Wade, a schoolteacher, and his wife Jan, a nurse, headed north to Wellsford around 1963 where Wade took up a teaching job at the local high school.
Kelly Tarlton was living in Matapouri and encouraged Wade and Jan to join him and his wife Rosemary nearby. So began the ever-increasing love affair with the Poor Knights Islands right at their front door.
He and Jan continued publishing DIVE Underwater magazine. They changed the title to Dive South Pacific Underwater magazine with the March 1966 Issue: Vol 5 No 5; price: 2 shillings.
Through the magazine he was instrumental in bringing new diving technology/equipment and photography equipment to light. But most importantly, they inspired divers to get out there with adventurous articles. The expedition adventures of Wade are numerous.
He has published over 20 books, the most recent being e-books. Some tell tales of sunken treasure, or meeting witch doctors in remote Pacific islands and, of course, the love he shared with Jan for marine mammals and all life in the sea.
I guess he may be most proud of being involved (based information he provided and his passion) in having his beloved Poor Knights Islands declared a partial Marine Reserve in 1981 (only 5%!) and finally a full Reserve – including the Principals being legislated totally a NO fishing reserve – in 1998. It was not an easy time as there were many interests against the islands becoming fully protected. Some of that strong resentment lingers today!
Wade received numerous recognitions for his conservation work.
A few that spring to mind: 2006: Wyland Foundation – Dive New Zealand Magazine Recognition Award: One person can make a difference. The advocate for marine conservation in New Zealand.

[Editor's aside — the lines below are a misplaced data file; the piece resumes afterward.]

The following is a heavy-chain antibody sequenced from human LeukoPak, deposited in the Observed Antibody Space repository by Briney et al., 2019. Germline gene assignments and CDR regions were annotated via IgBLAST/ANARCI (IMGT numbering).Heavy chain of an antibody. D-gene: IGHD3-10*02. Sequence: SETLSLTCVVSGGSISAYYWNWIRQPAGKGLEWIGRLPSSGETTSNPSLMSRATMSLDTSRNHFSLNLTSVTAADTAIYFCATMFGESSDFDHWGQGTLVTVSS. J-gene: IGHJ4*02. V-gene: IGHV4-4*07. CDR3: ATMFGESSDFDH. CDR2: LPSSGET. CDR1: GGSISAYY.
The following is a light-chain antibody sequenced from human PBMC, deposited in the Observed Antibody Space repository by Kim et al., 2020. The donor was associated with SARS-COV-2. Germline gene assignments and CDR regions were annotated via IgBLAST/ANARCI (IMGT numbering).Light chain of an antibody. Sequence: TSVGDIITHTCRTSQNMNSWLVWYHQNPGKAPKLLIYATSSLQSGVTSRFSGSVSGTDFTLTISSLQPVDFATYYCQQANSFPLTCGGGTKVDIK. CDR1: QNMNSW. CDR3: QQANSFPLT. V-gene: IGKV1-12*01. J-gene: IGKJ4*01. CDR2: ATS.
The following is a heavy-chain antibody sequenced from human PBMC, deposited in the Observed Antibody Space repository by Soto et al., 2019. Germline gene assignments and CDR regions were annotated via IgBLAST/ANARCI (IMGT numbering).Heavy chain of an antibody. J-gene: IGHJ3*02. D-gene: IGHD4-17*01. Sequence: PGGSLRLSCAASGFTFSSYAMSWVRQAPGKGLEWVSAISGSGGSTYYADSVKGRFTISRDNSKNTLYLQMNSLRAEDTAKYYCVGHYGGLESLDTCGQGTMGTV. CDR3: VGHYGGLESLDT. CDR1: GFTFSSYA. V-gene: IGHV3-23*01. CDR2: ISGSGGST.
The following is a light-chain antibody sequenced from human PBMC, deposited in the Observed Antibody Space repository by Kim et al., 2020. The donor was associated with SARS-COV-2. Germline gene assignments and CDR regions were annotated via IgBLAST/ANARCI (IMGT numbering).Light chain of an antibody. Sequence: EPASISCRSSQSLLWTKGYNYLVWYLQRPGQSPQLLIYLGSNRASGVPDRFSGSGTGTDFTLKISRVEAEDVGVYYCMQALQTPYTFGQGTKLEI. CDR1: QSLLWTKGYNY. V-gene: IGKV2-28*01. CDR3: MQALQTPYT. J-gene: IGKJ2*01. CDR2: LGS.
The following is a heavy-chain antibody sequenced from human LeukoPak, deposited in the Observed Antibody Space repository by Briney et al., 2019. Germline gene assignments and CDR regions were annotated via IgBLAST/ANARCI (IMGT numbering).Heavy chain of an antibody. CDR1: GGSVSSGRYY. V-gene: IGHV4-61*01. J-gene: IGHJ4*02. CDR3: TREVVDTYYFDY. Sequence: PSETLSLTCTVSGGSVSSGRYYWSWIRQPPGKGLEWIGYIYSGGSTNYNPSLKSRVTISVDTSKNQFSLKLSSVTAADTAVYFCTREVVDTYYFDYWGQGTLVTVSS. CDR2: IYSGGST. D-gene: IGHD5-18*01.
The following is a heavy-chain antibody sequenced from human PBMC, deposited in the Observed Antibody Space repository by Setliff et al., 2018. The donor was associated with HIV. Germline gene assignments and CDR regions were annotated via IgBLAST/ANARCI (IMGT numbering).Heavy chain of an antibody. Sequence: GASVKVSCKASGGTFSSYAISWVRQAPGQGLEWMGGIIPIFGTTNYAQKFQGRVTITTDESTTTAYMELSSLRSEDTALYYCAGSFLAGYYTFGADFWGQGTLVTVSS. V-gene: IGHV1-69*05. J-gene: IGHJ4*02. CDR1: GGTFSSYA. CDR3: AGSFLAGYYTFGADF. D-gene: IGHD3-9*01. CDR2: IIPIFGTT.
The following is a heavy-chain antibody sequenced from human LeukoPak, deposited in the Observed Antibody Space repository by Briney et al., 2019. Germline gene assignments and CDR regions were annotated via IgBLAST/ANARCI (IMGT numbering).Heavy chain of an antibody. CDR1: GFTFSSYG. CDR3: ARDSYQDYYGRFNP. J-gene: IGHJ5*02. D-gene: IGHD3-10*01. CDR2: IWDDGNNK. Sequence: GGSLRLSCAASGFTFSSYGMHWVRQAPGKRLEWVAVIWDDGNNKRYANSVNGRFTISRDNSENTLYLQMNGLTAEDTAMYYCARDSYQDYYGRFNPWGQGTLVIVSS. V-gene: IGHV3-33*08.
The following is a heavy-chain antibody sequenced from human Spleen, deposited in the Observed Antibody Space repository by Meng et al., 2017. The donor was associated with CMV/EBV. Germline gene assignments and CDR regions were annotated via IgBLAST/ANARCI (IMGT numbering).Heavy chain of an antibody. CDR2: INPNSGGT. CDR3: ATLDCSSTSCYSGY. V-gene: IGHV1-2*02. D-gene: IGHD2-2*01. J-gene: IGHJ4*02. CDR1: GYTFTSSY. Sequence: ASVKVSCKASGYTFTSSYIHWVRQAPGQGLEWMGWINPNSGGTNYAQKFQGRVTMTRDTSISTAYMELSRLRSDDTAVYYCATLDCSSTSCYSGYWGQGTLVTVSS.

To finish here’s a little from one of his last e-books: Bring Back the Bird Song.
It shows how his and Jan’s love of nature continued when diving became difficult. They strengthened their love of the bush around their Ngunguru home and coastline.
He and Jan have spent years exploring the shoreline and estuaries, walking cliff-top paths, studying the mangroves and roaming the forest. Wade’s engaging text tells a remarkable story, illustrated with an incredible photographic archive of trees, shrubs, vines, orchids, ferns, birds, and attendant wildlife, displaying an area rich in diversity.
Many of you would have been friends on Facebook with Wade – we will all miss his regular postings.
He his has left a huge legacy. Recorded via millions of typed words, our history of diving, marine life and conservation struggles.
I’ll miss our long phone conversations. The “shifting baseline” was always a hot topic.
Rest in peace my friend – you achieved so much – time to rest.
Wade is survived by his wife Jan, his son Brady, daughter Karla and their three grandchildren. Our thoughts are with his family. Jan is an amazing person. Her support for Wade is too huge to measure. From typing up book manuscripts and endless documents to providing his dinner. Being his loveable diving, sailing and tramping buddy. She is a true saint.
Dave Moran – Editor at Large